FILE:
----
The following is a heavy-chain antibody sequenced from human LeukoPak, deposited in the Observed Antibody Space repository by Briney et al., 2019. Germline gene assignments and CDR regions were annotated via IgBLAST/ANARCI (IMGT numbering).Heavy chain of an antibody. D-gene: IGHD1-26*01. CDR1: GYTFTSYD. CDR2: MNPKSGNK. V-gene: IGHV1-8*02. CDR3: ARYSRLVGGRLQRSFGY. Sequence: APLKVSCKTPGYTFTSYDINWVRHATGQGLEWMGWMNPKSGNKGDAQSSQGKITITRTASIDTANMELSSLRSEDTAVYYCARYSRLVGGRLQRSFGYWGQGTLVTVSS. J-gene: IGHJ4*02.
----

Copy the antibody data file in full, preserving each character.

The following is a heavy-chain antibody sequenced from human LeukoPak, deposited in the Observed Antibody Space repository by Briney et al., 2019. Germline gene assignments and CDR regions were annotated via IgBLAST/ANARCI (IMGT numbering).Heavy chain of an antibody. D-gene: IGHD1-26*01. CDR1: GYTFTSYD. CDR2: MNPKSGNK. V-gene: IGHV1-8*02. CDR3: ARYSRLVGGRLQRSFGY. Sequence: APLKVSCKTPGYTFTSYDINWVRHATGQGLEWMGWMNPKSGNKGDAQSSQGKITITRTASIDTANMELSSLRSEDTAVYYCARYSRLVGGRLQRSFGYWGQGTLVTVSS. J-gene: IGHJ4*02.